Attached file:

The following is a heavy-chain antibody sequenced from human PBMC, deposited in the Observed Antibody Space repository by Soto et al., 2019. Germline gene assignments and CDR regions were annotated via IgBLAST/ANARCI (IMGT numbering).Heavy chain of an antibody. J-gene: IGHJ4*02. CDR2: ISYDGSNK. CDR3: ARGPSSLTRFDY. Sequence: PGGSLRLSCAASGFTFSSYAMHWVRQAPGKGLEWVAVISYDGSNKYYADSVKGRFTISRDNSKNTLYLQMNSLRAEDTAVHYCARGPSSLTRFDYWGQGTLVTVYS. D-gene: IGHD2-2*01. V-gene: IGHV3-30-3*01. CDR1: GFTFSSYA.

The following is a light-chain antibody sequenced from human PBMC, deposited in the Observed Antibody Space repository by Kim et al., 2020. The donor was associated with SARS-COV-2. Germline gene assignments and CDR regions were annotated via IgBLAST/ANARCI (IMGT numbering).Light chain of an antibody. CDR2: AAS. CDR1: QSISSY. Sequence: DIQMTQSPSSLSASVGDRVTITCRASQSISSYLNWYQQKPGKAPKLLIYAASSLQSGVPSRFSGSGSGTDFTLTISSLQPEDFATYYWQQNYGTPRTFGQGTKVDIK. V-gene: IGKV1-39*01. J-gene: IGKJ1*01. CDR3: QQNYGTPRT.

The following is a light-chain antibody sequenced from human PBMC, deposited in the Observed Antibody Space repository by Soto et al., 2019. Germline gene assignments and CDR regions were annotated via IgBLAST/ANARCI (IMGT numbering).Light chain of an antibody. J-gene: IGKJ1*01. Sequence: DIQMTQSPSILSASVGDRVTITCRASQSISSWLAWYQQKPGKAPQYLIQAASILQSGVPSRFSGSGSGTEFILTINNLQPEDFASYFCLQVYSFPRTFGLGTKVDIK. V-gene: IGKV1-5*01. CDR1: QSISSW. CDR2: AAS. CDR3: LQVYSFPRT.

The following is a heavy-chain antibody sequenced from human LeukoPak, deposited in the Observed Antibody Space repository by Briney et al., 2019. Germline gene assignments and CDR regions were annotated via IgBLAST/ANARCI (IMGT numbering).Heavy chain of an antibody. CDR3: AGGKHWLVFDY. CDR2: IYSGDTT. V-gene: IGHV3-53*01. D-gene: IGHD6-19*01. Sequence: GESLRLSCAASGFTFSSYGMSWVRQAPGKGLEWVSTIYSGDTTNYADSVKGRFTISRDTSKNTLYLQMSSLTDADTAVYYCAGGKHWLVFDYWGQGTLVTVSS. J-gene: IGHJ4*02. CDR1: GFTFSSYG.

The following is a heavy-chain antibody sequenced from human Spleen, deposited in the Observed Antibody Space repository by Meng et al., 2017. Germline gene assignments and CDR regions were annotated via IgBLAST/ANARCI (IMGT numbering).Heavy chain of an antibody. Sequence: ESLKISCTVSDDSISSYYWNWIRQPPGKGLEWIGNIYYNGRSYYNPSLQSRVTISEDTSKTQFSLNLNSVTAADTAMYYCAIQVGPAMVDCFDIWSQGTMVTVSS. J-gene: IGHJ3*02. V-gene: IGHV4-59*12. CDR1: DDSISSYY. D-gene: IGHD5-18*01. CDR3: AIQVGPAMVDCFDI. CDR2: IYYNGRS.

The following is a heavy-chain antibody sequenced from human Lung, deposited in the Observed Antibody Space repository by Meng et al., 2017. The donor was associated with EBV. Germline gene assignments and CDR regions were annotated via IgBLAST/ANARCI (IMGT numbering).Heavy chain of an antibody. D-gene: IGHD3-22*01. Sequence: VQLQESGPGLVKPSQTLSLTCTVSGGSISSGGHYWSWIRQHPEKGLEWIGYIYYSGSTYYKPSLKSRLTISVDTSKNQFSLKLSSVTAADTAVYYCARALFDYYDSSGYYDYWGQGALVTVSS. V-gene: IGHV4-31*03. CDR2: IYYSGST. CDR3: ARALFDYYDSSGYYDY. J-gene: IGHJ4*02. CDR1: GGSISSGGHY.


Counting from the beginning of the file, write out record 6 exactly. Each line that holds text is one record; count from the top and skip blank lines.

The following is a heavy-chain antibody sequenced from human Lung, deposited in the Observed Antibody Space repository by Meng et al., 2017. The donor was associated with EBV. Germline gene assignments and CDR regions were annotated via IgBLAST/ANARCI (IMGT numbering).Heavy chain of an antibody. D-gene: IGHD3-22*01. Sequence: VQLQESGPGLVKPSQTLSLTCTVSGGSISSGGHYWSWIRQHPEKGLEWIGYIYYSGSTYYKPSLKSRLTISVDTSKNQFSLKLSSVTAADTAVYYCARALFDYYDSSGYYDYWGQGALVTVSS. V-gene: IGHV4-31*03. CDR2: IYYSGST. CDR3: ARALFDYYDSSGYYDY. J-gene: IGHJ4*02. CDR1: GGSISSGGHY.